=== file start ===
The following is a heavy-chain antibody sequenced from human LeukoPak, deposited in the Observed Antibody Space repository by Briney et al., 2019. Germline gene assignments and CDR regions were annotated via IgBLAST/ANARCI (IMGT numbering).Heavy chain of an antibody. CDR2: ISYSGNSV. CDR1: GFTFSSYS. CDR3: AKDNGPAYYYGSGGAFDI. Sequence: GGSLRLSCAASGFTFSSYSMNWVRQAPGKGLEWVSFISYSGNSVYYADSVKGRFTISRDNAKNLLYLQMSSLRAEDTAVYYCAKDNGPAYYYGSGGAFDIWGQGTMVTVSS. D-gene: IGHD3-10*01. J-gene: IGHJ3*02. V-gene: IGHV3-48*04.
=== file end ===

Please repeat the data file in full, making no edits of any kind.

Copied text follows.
The following is a heavy-chain antibody sequenced from human LeukoPak, deposited in the Observed Antibody Space repository by Briney et al., 2019. Germline gene assignments and CDR regions were annotated via IgBLAST/ANARCI (IMGT numbering).Heavy chain of an antibody. CDR2: ISYSGNSV. CDR1: GFTFSSYS. CDR3: AKDNGPAYYYGSGGAFDI. Sequence: GGSLRLSCAASGFTFSSYSMNWVRQAPGKGLEWVSFISYSGNSVYYADSVKGRFTISRDNAKNLLYLQMSSLRAEDTAVYYCAKDNGPAYYYGSGGAFDIWGQGTMVTVSS. D-gene: IGHD3-10*01. J-gene: IGHJ3*02. V-gene: IGHV3-48*04.